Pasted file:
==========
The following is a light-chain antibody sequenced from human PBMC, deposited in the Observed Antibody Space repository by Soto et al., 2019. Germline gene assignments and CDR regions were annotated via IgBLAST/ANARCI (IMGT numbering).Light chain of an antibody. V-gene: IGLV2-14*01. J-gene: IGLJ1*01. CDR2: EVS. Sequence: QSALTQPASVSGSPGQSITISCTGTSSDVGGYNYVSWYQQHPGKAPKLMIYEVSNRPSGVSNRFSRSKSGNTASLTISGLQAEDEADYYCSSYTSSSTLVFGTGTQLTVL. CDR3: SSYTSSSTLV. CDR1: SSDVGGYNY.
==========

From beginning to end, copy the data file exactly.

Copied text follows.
The following is a light-chain antibody sequenced from human PBMC, deposited in the Observed Antibody Space repository by Soto et al., 2019. Germline gene assignments and CDR regions were annotated via IgBLAST/ANARCI (IMGT numbering).Light chain of an antibody. V-gene: IGLV2-14*01. J-gene: IGLJ1*01. CDR2: EVS. Sequence: QSALTQPASVSGSPGQSITISCTGTSSDVGGYNYVSWYQQHPGKAPKLMIYEVSNRPSGVSNRFSRSKSGNTASLTISGLQAEDEADYYCSSYTSSSTLVFGTGTQLTVL. CDR3: SSYTSSSTLV. CDR1: SSDVGGYNY.